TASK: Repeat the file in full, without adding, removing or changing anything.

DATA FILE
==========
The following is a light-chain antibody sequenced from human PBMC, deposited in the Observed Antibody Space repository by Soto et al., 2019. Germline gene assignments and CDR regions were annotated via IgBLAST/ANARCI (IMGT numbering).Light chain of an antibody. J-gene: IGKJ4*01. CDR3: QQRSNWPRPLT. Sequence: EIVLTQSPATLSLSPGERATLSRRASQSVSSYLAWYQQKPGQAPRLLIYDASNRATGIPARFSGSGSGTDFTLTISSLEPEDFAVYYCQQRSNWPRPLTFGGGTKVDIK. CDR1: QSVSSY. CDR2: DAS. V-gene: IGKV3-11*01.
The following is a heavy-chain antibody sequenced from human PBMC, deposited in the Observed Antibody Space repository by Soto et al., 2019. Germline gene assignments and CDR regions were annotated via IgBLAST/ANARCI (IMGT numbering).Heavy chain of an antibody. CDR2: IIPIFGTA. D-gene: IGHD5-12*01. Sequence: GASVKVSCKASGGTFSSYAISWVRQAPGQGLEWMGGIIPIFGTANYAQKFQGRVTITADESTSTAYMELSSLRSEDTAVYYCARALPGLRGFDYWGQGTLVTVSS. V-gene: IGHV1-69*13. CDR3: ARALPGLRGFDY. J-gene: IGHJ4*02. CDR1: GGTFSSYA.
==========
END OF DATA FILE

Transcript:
The following is a light-chain antibody sequenced from human PBMC, deposited in the Observed Antibody Space repository by Soto et al., 2019. Germline gene assignments and CDR regions were annotated via IgBLAST/ANARCI (IMGT numbering).Light chain of an antibody. J-gene: IGKJ4*01. CDR3: QQRSNWPRPLT. Sequence: EIVLTQSPATLSLSPGERATLSRRASQSVSSYLAWYQQKPGQAPRLLIYDASNRATGIPARFSGSGSGTDFTLTISSLEPEDFAVYYCQQRSNWPRPLTFGGGTKVDIK. CDR1: QSVSSY. CDR2: DAS. V-gene: IGKV3-11*01.
The following is a heavy-chain antibody sequenced from human PBMC, deposited in the Observed Antibody Space repository by Soto et al., 2019. Germline gene assignments and CDR regions were annotated via IgBLAST/ANARCI (IMGT numbering).Heavy chain of an antibody. CDR2: IIPIFGTA. D-gene: IGHD5-12*01. Sequence: GASVKVSCKASGGTFSSYAISWVRQAPGQGLEWMGGIIPIFGTANYAQKFQGRVTITADESTSTAYMELSSLRSEDTAVYYCARALPGLRGFDYWGQGTLVTVSS. V-gene: IGHV1-69*13. CDR3: ARALPGLRGFDY. J-gene: IGHJ4*02. CDR1: GGTFSSYA.